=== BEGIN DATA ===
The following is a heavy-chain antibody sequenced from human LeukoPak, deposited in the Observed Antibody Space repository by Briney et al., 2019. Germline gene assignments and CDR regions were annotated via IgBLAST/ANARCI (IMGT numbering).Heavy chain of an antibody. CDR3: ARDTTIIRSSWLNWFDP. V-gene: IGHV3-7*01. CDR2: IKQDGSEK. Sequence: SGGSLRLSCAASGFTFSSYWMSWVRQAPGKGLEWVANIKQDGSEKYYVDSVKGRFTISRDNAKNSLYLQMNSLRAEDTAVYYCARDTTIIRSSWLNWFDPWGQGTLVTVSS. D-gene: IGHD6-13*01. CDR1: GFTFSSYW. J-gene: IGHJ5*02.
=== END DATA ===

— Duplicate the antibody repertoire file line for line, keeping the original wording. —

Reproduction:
The following is a heavy-chain antibody sequenced from human LeukoPak, deposited in the Observed Antibody Space repository by Briney et al., 2019. Germline gene assignments and CDR regions were annotated via IgBLAST/ANARCI (IMGT numbering).Heavy chain of an antibody. CDR3: ARDTTIIRSSWLNWFDP. V-gene: IGHV3-7*01. CDR2: IKQDGSEK. Sequence: SGGSLRLSCAASGFTFSSYWMSWVRQAPGKGLEWVANIKQDGSEKYYVDSVKGRFTISRDNAKNSLYLQMNSLRAEDTAVYYCARDTTIIRSSWLNWFDPWGQGTLVTVSS. D-gene: IGHD6-13*01. CDR1: GFTFSSYW. J-gene: IGHJ5*02.